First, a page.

• 4. Found in Lymph nodes Spleen Cells predetermined to become T cells Leave the bone marrow Migrate to the thymus gland Complete their develop into T cells O. Lymphocytes Cells primarily responsible for the immune response Derived from stem cells in bone marrow Small mononuclear (single nucleus) leucocytes Non-phagocytic Immunologically competent (or precursors of such cells) 109 produced each day Migrate through the circulatory or lymphatic systems to lymphoid tissue Produce lymphocyte colonies P. Types of lymphocytes B lymphocytes or B cells T lymphocytes or T cells Q. B cell development Complete differentiation in Fetal liver Adult bone marrow B cell differentiation Distributed by the blood Make up 20-30% of the circulating lymphocytes R. Antibody production Requires interaction of three types of white blood cells Macrophage B lymphocyte T helper cell Macrophage, T cell, and B cell complex Macrophage (phagocyte) Ingests invading microorganisms B lymphocytes (B cells) Have specific antigenic receptors on their surface T helper cell Also have specific receptors on their surfaces which bind to specific antigen parts on the surface of the macrophage Produces chemical that stimulates the B cells to divide repeatedly Dividing B cells produce
  • 5. Many plasma cells Memory B cells S. Complement system Combination of antigen and antibody has minimal effect until the complement system is activated Group on proteins in blood serum Effective against Gram negative bacteria Activated by the antibody-antigen comples Each protein has specific antibacterial function T. Complement fixation Complement proteins irreversibly changed during reaction with antigen-antibody complex Can’t be reused Basis of many medical diagnostic tests III. Cellular immune response A. General Involves T cells Does not involve B cells or antibodies B. T cells Become Immunologically competent As result of contact with specific antigens Competent T cells Release lymphokines Attack antigens directly Attract phagocytes Cause the inflammatory response C. Cellular Immune response Takes about 24 hours to develop after contact with the antigen D. T.B. skin test Relies on the cellular immune response Detects past or current infections with Mycobacterium tuberculosis Mycobacterium antigens injected subcutaneously into the forearm T.B. skin test-results No infection or no immunity  no reaction Immunity or active infection  positive reaction T.B. skin test-positive reaction Hard raised welt in the area of injection T cells activated by past encounters with Mycobacterium respond by producing lymphokines Lymphokins Attack Mycobacterium antigens directly Attract phagocytes to the area of the injection Cause the inflammatory response E. Killer Macrophages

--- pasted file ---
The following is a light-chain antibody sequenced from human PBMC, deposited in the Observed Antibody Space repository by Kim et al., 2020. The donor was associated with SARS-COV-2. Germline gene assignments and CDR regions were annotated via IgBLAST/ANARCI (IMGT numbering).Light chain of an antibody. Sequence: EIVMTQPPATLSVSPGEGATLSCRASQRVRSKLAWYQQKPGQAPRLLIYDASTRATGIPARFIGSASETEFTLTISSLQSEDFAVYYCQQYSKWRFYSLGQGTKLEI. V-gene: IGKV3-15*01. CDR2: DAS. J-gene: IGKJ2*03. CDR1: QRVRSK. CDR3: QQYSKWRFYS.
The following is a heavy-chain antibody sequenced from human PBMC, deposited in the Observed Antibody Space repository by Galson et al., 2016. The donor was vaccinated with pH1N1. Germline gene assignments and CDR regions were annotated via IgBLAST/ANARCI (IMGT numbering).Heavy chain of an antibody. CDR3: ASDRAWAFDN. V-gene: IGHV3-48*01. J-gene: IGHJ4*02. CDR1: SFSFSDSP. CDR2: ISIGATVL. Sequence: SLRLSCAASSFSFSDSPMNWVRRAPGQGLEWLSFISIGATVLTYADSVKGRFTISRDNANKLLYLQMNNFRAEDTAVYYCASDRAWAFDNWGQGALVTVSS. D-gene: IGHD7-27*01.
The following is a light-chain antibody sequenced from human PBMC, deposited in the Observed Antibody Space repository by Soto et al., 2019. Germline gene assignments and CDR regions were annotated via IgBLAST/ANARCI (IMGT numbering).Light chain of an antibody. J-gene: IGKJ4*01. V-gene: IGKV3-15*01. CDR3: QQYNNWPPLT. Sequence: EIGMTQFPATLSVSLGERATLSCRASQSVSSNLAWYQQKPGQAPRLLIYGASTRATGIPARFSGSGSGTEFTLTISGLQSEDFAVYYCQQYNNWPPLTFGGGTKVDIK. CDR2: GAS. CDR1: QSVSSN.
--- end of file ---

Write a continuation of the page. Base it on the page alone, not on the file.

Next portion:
• 6. Activated T cells produce lymphokines Act on developing macrophages killer macrophages Better able to kill invading foreign organisms Have large number of hydrolytic granules Kill bacteria that cause intracellular infections IV. Immunology and disease prevention A. Passive Immunity Organism is protected against by antibodies produced by another organism Short term immunity Antibodies prevent or cure disease for a short time Gradually lost Organism cannot produce more antibodies for itself Can be reinfected by the same pathogen B. Natural passive immunity Maternal antibodies transferred to fetus before birth Maternal antibodies protect the neonate Antibodies secreted into milk also protect baby C. Active immunity Occurs when organism is stimulated to develop its own antibodies Develops in response to infection or injection of specific antigen Individual is fundamentally changed Able to produce specific antibodies throughout life D. Vaccine Used to induce antibody formation Harmless product containing antigens from pathogens Organism itself Killed bacteria Viruses Attenuated strains